She said that the experience of working with people like Leiber and Stoller has given her extra arrows in her musical armoury and has given her added confidence. She says that she is currently enjoying performing like never before.

“I think I am a in great place now. I have a great band. I can pick the gigs I want to do. I don’t have to do 70 shows back to back as I used to do, 30 years ago. And certainly for the last few years, I have been in a position where I can do two or three shows a week and it’s more staggered.”

She said that although she enjoys being the figurehead, she enjoys sharing the spotlight with the rest of the band. It’s a collaborative experience. “There’s always pressure being the vocalist, even when you are in a band, even in Vinegar Joe with Robert Palmer,” she pauses before adding a pointed aside: “When he would decide to be in the band.

“There has always been pressure to perform, to be the figurehead but I would say that we are a band together. It’s not like when you see some performers on the telly where the singer is out in front and the rest of the band are three miles away. For us we are very much a unit.”

She said that the current tour is a mixture of career retrospective and a chance to promote the new album.

“To be truthful it’s a mix. We are celebrating my 50 years in the music business but then again its not about nostalgia, it’s about singing songs from my new album, doing material that current, up-to-date.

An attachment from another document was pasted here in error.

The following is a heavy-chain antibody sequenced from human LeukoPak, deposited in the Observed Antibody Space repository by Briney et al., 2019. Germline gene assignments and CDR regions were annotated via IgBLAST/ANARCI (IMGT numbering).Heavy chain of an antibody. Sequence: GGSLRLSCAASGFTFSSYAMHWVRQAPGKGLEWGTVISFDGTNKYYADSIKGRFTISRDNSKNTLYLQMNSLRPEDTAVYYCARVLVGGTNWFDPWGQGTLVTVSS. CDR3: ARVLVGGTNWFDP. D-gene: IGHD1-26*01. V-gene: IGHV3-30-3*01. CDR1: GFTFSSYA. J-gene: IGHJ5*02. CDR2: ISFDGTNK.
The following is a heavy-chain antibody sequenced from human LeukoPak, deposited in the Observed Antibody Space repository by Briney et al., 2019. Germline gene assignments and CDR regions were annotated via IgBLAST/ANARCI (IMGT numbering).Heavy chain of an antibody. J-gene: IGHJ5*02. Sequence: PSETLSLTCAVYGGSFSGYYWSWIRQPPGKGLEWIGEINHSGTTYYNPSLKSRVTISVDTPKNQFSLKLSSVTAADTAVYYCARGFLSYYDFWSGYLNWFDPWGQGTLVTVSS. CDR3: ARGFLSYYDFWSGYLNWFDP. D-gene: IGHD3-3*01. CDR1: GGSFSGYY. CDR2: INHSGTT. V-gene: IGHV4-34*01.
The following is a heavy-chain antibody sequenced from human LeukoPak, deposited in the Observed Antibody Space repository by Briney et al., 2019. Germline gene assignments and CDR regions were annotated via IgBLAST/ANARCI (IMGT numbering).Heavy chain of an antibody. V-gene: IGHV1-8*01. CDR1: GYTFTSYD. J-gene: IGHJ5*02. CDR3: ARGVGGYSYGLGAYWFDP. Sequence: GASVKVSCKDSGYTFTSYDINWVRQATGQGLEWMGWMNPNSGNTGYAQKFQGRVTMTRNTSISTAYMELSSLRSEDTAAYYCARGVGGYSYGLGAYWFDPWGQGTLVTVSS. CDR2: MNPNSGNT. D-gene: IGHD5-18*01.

“I do have a bit of a look back in the first half doing some of the stuff I have done in the past but later I will be doing a lot of songs off the current album, Powerless, which came out in March. Also the second half is very, very rocky – my die-hard Elkie fans always love that, so it’s going to be a bit of a mixed bag.”

She said that although the stage is her natural habitat, she has come to love the studio experience as well. Powerless is her 20th studio album. Her working life both on stage and in the studio is helped by the fact that she has her family to hand. Husband Trevor Jordan is her sound engineer and sons Jermaine and Joey are not only band members but also her guides in the new world of digital recording.

“When I first started, it’s safe to say that I wasn’t very keen working in the studio. When I first heard the sound of my voice I was a bit shocked. I thought I was better than I was. So I had to work on it. This latest release has taken five years to write and record. Sometimes it takes longer than you would like but then again you want to get it right.